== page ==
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Second-hand: Subaru Impreza

In reality, it offers much more than the formulaic front-drive economy car that everybody else builds. It also means a used Impreza will likely cost more than a similar-vintage Corolla or Sentra.

  • Choosing a car at dealership. Thoughtful grey hair man in formalwear leaning at the car and looking away

So you’re at a party and the chat turns to a favourite topic, cars. Without warning, a guest gets up from the sofa and pronounces, Charles Manson-like, “I am a total Subaru disciple.

I will never buy anything else until I die.” What is it about Subarus that arouses such cultish attachment? For one thing, it’s a car company that definitely sambas to the beat of a different drummer. It’s a strict adherent of the horizontally opposed (boxer) engine that offers some nifty benefits, including a lower centre of gravity, good second-order balance and longitudinal orientation – ideally situated for all-wheel drive.

Subaru only cobbled together its first automobile in 1958. But it was a fast study. Subaru was the first Japanese maker to unveil a front-wheel-drive car (1965) and the first in the world to engineer a four-wheel-drive passenger car in 1972.

The Impreza debuted in 1993 as a replacement for the tried-and-true Loyale. With the eventual demise of the subcompact Justy, the Impreza became Subaru’s entry vehicle.

Reader Brandon Bayer characterized the car this way: “The uninformed think it’s a Corolla- or Sentra-class vehicle and wonder why it’s so expensive. Don’t tell everyone how great these cars are!”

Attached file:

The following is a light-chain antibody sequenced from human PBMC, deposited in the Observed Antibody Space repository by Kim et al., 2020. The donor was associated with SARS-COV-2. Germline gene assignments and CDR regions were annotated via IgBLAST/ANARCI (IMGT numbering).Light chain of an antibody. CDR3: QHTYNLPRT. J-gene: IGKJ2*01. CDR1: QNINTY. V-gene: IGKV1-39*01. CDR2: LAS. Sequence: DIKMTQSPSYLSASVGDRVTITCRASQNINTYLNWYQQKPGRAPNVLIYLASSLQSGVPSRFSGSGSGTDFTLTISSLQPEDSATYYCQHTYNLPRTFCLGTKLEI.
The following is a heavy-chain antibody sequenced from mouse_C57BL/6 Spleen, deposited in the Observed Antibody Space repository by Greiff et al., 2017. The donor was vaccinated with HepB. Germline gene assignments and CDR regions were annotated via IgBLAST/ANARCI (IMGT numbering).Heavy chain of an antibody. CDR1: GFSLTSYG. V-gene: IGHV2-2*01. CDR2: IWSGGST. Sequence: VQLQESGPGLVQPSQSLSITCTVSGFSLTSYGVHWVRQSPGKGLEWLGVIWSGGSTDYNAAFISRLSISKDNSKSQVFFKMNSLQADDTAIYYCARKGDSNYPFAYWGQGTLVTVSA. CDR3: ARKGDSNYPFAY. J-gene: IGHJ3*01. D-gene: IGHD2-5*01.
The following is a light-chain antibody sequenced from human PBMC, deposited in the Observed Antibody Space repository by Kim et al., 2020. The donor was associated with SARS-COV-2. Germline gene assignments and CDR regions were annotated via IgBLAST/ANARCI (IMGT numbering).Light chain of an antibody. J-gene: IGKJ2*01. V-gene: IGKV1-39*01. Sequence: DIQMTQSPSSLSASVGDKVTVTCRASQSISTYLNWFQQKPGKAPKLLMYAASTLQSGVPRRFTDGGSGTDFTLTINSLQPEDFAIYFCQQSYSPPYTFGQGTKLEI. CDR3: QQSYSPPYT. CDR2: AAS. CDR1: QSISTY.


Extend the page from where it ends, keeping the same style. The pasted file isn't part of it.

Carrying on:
CONFIGURATION

The Impreza arrived in two forms: a four-door sedan and five-door wagonette – which bore a passing resemblance to the Wayne’s World AMC Pacer (most excellent!). A two-door coupe was added in 1995.

The big selling feature of the Impreza, like all of Subaru’s cars, was the optional all-wheel-drive system (actually two distinct systems, depending on whether the transmission was manual or automatic).

For the first three years, buyers could get a simpler, cheaper front-drive-only model; eventually, Subaru made all of its North American models AWD-only.

The Impreza would soon benefit from a larger engine to cope with the added bulk of four-wheel-drive hardware. The original 110 hp, 1.8 litre SOHC four-cylinder was supplanted in 1995 by an optional 2.2 L flat four that put out 135 hp.

Eventually, this motor became standard, and the 165-hp 2.5 L four became the performance option in the Impreza 2.5RS. All the engines, like much of the oily bits, had trickled down from the larger Legacy.

The interior was well appointed for a small car but, well, small, particularly in the back seat and cargo area. The front seating won accolades from owners for their supportive design.

The instrumentation and controls were first-rate.

ON THE ROAD

The early cars, equipped with the small 1.8 L boxer and AWD, were sluggish and uninspiring. Highway velocity came up in 12.3 seconds. Find an early front-drive Impreza with a stickshift and expect to hit 96 km/h in a more respectable 10 seconds.